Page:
Subject: I have found a DVD that I think you would enjoy
Actors: Clark Gable, William A. Hatcher, Philip J. Hulls, Kenneth L. Hulls, Theodore R. Geropolis
Genres: Educational, Documentary, Military & War
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Clark Gable Flies with the Eighth
Rob Morris | Idaho Falls, ID United States | 07/21/2001
(4 out of 5 stars)
"This DVD is basically a World War II documentary film made for Stateside audiences about life in the Mighty Eighth Air Force in England and in the deadly skies over Europe. Narrated by Clark Gable, who actually flew around five missions in B-17's before heading off to safer locales, the film follows the daily lives of the men of the 351st Bomb Group based in England and follows the men into the air. It has some excellent--if jerky-- footage of air combat. Another big plus about this film is that it is in color, which wasn't used much in the war. Though the spoken sequences come across as staged and corny, it is important to remember that the only real actor in the film is Gable. It is also a good example of World War II, rally-around-the-flag wartime propaganda, though it is honest enough to show planes full of American boys falling from the sky. For anyone interested in the air war over Europe, B-17's, or films made to support the war effort, this is a worthwhile DVD. However, be advised that the quality of the picture is less than perfect, because it is taken from a forties-era movie. The program runs 62 minutes."
History as it happened...
Michael H. Moore | World Traveler | 09/03/2006
(5 out of 5 stars)
"I love this old documentary...Capt Clark Gable does an excellent job narrating it, the color footage is a rare treat, and it gives an excellent insight into the day-to-day lives of those from the greatest generation. It is a real tribute to all the men who flew bombers in WWII and we need to remember their service and sacrifices. They fought a tougher war and sustained much greater losses than we have in Iraq or Afghanistan, plus they were gone for much longer periods and didn't have the technology such as email or video teleconferencing to keep in touch with their loved ones. We need to remember them, as we are losing them quickly and soon they may all be gone. But their legacy remains, and it is films like this one that preserves it!"
givbatam3 | REHOVOT Israel | 06/22/2008
(5 out of 5 stars)
"This film was made and narrated by Clark Gable and that, in and of itself makes it special. Gable was possibly the most famous screen actor of his time and at his age he could have stayed out of the army, or joined up and gone around making war bonds speeches in the US. However, he wanted to go where the action was and became an officer in the Army Air Force. He was given the job of making a film to help recruiting for gunners in the B-17 strategic bombers. He himself had to take an air gunnery course, because if he flew on missions, even if it was as a passenger whose job was to film the other crewmen, it might be necessary for him to replace a wounded gunner.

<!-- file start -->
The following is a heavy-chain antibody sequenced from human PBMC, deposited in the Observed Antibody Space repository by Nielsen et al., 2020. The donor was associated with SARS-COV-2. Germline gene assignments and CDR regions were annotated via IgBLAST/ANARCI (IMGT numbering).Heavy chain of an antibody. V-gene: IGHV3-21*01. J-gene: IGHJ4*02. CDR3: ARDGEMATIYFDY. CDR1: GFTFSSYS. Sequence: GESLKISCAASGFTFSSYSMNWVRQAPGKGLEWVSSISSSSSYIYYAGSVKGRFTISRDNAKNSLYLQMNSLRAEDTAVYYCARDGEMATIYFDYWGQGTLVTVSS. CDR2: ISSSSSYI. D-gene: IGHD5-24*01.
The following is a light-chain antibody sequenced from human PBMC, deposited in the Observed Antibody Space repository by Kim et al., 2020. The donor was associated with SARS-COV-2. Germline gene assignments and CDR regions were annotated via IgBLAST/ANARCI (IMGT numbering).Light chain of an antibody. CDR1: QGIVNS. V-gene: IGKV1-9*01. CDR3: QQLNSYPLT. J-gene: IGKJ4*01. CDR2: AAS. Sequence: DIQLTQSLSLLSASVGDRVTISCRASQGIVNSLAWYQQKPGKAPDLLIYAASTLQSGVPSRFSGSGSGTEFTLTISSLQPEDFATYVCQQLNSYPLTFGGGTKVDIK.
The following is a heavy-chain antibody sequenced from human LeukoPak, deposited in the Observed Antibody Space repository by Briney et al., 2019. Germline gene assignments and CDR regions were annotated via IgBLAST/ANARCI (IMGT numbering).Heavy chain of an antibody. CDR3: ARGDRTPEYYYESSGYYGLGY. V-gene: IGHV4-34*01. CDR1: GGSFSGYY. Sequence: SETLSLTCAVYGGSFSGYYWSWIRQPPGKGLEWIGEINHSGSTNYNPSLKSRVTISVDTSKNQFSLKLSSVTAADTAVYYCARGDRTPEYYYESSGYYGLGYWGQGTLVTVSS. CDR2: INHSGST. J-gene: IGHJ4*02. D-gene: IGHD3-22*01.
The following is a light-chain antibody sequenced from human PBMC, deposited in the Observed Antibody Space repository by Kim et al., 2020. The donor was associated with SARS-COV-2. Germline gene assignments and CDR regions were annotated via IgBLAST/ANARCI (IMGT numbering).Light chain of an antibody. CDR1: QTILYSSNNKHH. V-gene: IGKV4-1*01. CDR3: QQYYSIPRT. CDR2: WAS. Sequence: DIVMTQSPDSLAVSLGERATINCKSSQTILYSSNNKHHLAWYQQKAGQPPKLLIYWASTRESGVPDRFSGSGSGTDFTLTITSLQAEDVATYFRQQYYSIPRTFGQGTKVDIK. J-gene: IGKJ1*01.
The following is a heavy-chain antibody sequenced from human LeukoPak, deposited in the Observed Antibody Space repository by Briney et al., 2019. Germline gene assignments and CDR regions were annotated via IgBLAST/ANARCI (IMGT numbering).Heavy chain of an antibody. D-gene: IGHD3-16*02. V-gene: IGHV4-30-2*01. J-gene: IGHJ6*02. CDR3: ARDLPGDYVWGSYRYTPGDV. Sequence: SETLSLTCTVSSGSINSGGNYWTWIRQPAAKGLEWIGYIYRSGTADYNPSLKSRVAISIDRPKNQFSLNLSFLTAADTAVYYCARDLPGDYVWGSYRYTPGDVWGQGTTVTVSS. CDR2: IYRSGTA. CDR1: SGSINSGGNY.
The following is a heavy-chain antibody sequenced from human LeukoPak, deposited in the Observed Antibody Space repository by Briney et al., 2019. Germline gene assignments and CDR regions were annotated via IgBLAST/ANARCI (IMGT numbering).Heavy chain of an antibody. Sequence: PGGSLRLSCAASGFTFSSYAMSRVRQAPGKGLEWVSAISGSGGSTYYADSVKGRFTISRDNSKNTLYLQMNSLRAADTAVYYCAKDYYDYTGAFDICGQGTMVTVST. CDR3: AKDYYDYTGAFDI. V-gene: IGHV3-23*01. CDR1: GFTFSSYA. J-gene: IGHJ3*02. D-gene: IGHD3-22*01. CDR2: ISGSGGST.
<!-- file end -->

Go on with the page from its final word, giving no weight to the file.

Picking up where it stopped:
It turned out that in the time that it took to make the film, enough volunteers had joined up so the film wasn't needed for that purpose, but it still ranks as a testimony to the men who flew these dangerous missions, including Gable himself who flew several. Some people consider the film "propaganda", but that is unfair. It is true that he asks a wounded man "how good is the B-17 and the equipment they give you?" and it would be surprising if he answered "the plane is too cold and uncomfortable, the guns jam too frequently, the food is lousy, we don't enough leave, etc, etc" (instead he replied that "everything is the best"), but the film does not shy away from showing the dangers of the job.... evacuation of the wounded men from the aircraft, the hospitals and , most heartbreakingly, several B-17's going down while the pilot of Gable's plane asking his crewmen "anybody see any parachutes?" from the stricken aircraft.
A pleasant surprise in the film is the visit of Bob Hope's entertaiment troupe to the base Gable was working at. Bob says "I know Rhett Butler is out there in the audience", but Gable managed to remain concealed among his fellow airmen.
I am in awe of the men who flew these very dangerous missions day after day, and it is inspiring to see men like Gable, and others like Jimmy Stewart who, being famous, could have avoided combat, yet who felt they owed it to their country to put themselves where the danger was the greatest."
Josephus | Knoxville, TN United States | 07/15/2007
(5 out of 5 stars)
"I came across this film (unknown to me) as a bonus movie from a DVD called "WWII in Color." I knew that Gable had flown 5 missions - but I didn't know he made combat films. The combat footage of this film is very good. Don't miss this if your into original footage.
Here is some info on Gabel's war time experience: In 1942, following Lombard's death, Gable joined the U.S. Army Air Forces. As Captain Clark Gable, he trained with and accompanied the 351st Heavy Bomb Group as head of a 6-man motion picture unit making a gunnery training film. While at RAF Polebrook, England, Gable flew five combat missions, including one to Germany, as an observer-gunner in B-17 Flying Fortresses between May 4 and September 23, 1943, earning the Air Medal and the Distinguished Flying Cross for his efforts. Adolf Hitler esteemed Gable above all other actors, and during the Second World War, offered a sizable reward to anyone who could capture and bring Gable unscathed to him. He left the Army Air Forces with the rank of major.